Converting people data into people insight and acting on it requires a new set of skills for HR professionals. Just as HR is focused on recruiting digital skills for the wider business, the function must also evolve its own digital talent base.

Digital is both the challenge and the solution and, at its core, lies furthering human potential in an evolving world of work.

5. Train for a start-up economy

Viewpoint from Bruno Lanvin, Executive Director, Global Indices, INSEAD

Continuous learning must be the watchword for all workers in the future. If they are to beat competition from machines, they will need to acquire, develop and cultivate four essential capabilities. They will have to master complexity, be creative, communicate well and coordinate effectively.

Companies will need to develop their own in-house lifelong learning and development programs and tools so that they can continually upskill their employees. They will also have to work closely with the education system to develop appropriate curricula that equip potential recruits with “employable skills.” If they are to attract and motivate the top talent, companies will also need to embrace mobility and diversity.

To attract and motivate top talent, companies will need to embrace mobility and diversity.

But what about independent professionals, managers and workers in small and medium-sized companies that cannot provide in-house training? What about start-up founders and the growing army of “gig economy” freelance workers?

Governments and educational and training institutions will need to develop lifelong learning initiatives too. They will need to focus not just on employees but also on so-called “free agents.” Employers will take responsibility for training the salaried workforce. But who is going to train the rest?

How can we motivate free agents to upskill or reskill? We need a more positive message about reskilling, presenting it as an opportunity for further career and personal development.

6. Make sure technology is friend, not foe

Viewpoint from Steven Bainbridge, Expert, Cedefop – European Centre for the Development of Vocational Training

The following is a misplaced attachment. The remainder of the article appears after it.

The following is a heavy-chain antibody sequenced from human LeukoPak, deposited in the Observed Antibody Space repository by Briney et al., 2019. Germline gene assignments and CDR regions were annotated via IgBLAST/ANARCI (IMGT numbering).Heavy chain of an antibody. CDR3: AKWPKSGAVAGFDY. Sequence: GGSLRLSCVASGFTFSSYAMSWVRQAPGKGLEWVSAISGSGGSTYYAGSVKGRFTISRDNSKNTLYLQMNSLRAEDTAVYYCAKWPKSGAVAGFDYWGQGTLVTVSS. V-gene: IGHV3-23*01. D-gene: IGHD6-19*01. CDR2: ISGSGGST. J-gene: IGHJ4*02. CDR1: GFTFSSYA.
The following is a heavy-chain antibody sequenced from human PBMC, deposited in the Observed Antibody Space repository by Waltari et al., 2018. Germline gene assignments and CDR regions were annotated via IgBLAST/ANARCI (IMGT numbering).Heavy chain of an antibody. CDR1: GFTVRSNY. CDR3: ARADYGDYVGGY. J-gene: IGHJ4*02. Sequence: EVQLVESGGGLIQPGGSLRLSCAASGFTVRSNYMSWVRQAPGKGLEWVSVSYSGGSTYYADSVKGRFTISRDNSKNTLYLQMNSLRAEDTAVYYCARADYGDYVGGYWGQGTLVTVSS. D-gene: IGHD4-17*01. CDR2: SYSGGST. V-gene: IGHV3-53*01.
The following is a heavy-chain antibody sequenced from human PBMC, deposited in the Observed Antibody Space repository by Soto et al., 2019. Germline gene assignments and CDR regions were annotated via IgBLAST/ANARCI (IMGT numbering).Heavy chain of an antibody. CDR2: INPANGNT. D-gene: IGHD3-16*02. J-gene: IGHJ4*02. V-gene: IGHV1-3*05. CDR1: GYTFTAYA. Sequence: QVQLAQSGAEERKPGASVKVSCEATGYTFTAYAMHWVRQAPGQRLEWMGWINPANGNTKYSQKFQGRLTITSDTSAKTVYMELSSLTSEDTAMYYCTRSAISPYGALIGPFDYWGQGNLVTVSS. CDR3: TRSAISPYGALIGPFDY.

Rapid technological improvements are diversifying production and work patterns. In the past five years1 43% of employees in the European Union have changed the technologies they use, while 47% have seen changes in work organization.

People fear job losses as companies replace labor with capital; they also fear inequality as atypical work increases income volatility.

Jobs using moderate ICT skills need strong complementary skills in literacy, numeracy, planning, problem-solving and even foreign languages. Technology can perform tasks and collect data, but people decide which tasks, and interpret the data. As Pablo Picasso reportedly said, computers “are useless. They can only give you answers.” 2

Better skilled, more highly educated people are needed to exploit technology. But technology will accelerate skills obsolescence. Companies need to use technology to increase productivity rather than to replace workers with machines.

How far technological progress translates into a jobless, unequal society depends on human, not artificial, intelligence.

Governments and companies need to reorient education and training to increase the pool of highly skilled labor and help those on the wrong side of the digital divide. This requires investment and new partnerships between employers, social partners, learning institutions and governments to stimulate investment in people as well as technology.

How far technological progress translates into a jobless, unequal society depends on human, not artificial, intelligence.

7. Combine compassion, empathy and creativity

Viewpoint from John Marshall, Head of North America, Adecco Group AG